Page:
Bedford the master blaster of Melbourne Country Week

Robbie Bedford liked a cool drink and a good time, and he loved making runs. His daring deeds with the bat during Melbourne Country Week were the stuff of legend, writes PAUL AMY.

He looked forward to it every February, taking annual leave from work to play.

Melbourne Country Week, the competition bringing players and representative teams from the bush to suburban grounds, was the highlight of Robbie Bedford’s cricket calendar.

There were qualifying matches from Monday to Thursday and hopefully a grand final on the Friday.

And if a premiership was won, there were sustained celebrations too.

That was how Bedford approached it, anyway.

It invariably worked out that way for the champion batter from the Mornington Peninsula Cricket Association.

After a two-year hiatus because of Covid-19, Melbourne Country Week resumes this month around Premier and Sub-District grounds in the metropolitan area.

It will be the 100th staging of the carnival.

In the history of Country Week, few players have enjoyed the success or standing of Robbie Bedford, an aggressive left-hander who made 23 trips to town and more than 3000 runs.

One of his seven centuries came in a final against Ballarat, 148 not out, in 2001.

A Weekly Times photograph shows him leaving the Albert Ground to a standing ovation, his head bowed, his bat raised, teammates applauding from the top of the Clive Fairbairn Pavilion.

Ballarat captain and wicketkeeper Paull Jeffrey had been Bedford’s teammate in the Victorian side that played at the national country championships a couple of weeks earlier, and the Ballarat players started chipping Bedford as soon as he walked to the wicket.

On 12, Jeffrey missed stumping him off a wide arm-ball that slid past his bat.

The Mornington Peninsula captain gratefully accepted the let-off.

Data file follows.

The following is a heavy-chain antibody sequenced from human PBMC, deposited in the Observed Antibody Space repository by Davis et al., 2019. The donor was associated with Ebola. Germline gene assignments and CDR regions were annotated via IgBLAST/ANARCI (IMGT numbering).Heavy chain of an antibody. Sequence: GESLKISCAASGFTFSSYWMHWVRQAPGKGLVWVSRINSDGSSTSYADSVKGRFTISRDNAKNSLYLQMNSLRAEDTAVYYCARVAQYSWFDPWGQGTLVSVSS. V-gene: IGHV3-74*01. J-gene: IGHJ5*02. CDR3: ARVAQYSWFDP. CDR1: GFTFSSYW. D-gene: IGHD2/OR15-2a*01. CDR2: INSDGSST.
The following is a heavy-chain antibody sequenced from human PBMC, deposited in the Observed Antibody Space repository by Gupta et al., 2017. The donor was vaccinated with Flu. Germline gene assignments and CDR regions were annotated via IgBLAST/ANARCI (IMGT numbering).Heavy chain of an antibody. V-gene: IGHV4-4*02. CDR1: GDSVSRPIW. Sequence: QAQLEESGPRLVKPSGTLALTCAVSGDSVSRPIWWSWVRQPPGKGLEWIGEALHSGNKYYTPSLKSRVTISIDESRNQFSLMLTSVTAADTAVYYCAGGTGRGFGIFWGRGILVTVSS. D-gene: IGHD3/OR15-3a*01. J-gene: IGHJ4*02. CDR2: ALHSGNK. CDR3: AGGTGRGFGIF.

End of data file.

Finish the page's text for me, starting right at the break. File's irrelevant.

His runs came off 97 balls. Two of his sixes rocketed on to Queen’s Road.

“Everything hit the centre of the bat that day,’’ Bedford says. “Probably the best innings I played, that one. A Country Week final, at the Albert, big crowd, good opposition, we’d been in a bit of early trouble …’’

Mornington Peninsula won the match, taking its sixth title in 10 years.

More than 20 years on, Jeffrey hasn’t forgotten the stumping chance, nor the display of batting that followed.

He says it was a “brilliant’’ hand from Bedford.

“He had this nothing-to-lose sort of attitude and he just middled them all,’’ Jeffrey says. “Sixes, fours, everything. He had a great eye. He liked a cool drink and a good time, and he liked making runs.’’

On day one of the same carnival, Bedford hit a century against Murray Valley, 138 not out.

He finished the week with 381 runs, winning his competition’s medal as player of the week.

Bedford received the same award in 1984, 1985, 1987, 1989 and 1993. Years later, the association named the medal after him.

Bedford played in Country Week premierships five times as a player and another seven times as captain.

“The friends I made, the flags we played in … it was great,’’ he says. “I actually had a few enemies in club games on a Saturday afternoon but when we came together as a rep team playing for the purple, for the MPCA, we were all the best of mates.’’

Between 1959 and 1984, Mornington Peninsula won only two Melbourne Country Week titles, a thin period for such an esteemed competition.

Across more than two decades, Robbie Bedford and his teammates more than made up for it.


Soaring Country Week achievements extended Robbie Bedford’s reputation beyond the grounds of the Mornington Peninsula but they were one element of his many years in senior cricket.

He played for Victorian Country against four international touring teams – India, the West Indies, Sri Lanka (twice) and Zimbabwe – memorably helping the Vics defeat the Sri Lankans in the last over at Hastings in 1989.

A year later Bedford played in a Mornington Peninsula-Gippsland zone match involving Victorian players – and blitzed a six-filled 200 not out at Mornington.

From the social club, colourful former Victorian wicketkeeper and under-age football coach Ray “Slug’’ Jordon supplied commentary for the Fourex beer-sponsored game.

Watching Bedford repeatedly crack the ball out of the ground, Jordon told the captain it might be a good idea to put one or two fielders on Main Street. Spectators chuckled as they got their Fourex fix.

Geoff Parker, then in the Victorian team, played in the game.

He remembers Bedford’s innings vividly.

“He smacked them everywhere,’’ he says. “Left-hander. Clean. I reckon he hit a six or a four to get his 200 then blocked the last ball of the innings, probably because he was knackered.

“I remember thinking, ‘This bloke is a very good player; why isn’t he playing in Melbourne with us?’’’